Fibrosis is an end-stage response to tissue injury that is associated with loss of organ function as a result of excess extracellular matrix (ECM) production by fibroblasts. In skin, pathological fibrosis is evident during keloid scar formation, systemic sclerosis (SSc) and morphea. Dermal fibroblasts in these fibrotic diseases exhibit increased Wnt/β-catenin signalling, a pathway that is sufficient to cause fibrosis in mice. However, in the context of this complex pathology, the precise pro-fibrotic consequences of Wnt/β-catenin signalling are not known. We found that expression of stabilized β-catenin in mouse dermal fibroblasts resulted in spontaneous, progressive skin fibrosis with thickened collagen fibres and altered collagen fibril morphology. The fibrotic phenotype was predominated by resident dermal fibroblasts. Genome-wide profiling of the fibrotic mouse dermis revealed elevated expression of matrix-encoding genes, and the promoter regions of these genes were enriched for Tcf/Lef family transcription factor binding sites. Additionally, we identified 32 β-catenin-responsive genes in our mouse model that are also over-expressed in human fibrotic tissues and poised for regulation by Tcf/Lef family transcription factors. Therefore, we have uncovered a matrix-regulatory role for stabilized β-catenin in fibroblasts in vivo and have defined a set of β-catenin-responsive genes with relevance to fibrotic disease.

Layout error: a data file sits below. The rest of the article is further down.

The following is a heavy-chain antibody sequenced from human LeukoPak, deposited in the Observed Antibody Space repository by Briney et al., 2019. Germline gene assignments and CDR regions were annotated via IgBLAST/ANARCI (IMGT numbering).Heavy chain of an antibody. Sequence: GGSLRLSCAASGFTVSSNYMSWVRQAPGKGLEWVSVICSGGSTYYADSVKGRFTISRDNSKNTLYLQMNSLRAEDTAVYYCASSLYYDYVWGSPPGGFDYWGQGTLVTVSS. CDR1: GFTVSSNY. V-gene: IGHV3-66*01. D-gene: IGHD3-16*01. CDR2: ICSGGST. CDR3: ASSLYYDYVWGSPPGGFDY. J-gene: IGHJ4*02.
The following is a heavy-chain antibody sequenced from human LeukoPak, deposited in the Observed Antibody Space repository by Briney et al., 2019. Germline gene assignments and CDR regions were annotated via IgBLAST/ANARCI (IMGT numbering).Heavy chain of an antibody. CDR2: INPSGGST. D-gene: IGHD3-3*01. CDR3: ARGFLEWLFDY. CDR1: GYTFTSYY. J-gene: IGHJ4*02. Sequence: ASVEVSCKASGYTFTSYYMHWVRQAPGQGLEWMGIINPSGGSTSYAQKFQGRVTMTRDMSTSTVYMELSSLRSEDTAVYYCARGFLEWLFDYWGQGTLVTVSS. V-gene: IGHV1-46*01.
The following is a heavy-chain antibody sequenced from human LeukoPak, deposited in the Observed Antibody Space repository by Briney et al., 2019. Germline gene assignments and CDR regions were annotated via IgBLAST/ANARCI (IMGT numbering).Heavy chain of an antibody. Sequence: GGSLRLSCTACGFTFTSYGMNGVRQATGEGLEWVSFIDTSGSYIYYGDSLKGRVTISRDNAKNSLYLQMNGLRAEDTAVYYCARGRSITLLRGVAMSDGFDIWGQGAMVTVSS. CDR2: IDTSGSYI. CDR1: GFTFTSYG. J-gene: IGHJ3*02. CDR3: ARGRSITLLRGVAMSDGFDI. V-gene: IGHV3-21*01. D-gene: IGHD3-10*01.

Keywords: dermis; extracellular matrix; fibroblast; fibrosis; β-catenin.
Copyright © 2014 Pathological Society of Great Britain and Ireland. Published by John Wiley & Sons, Ltd.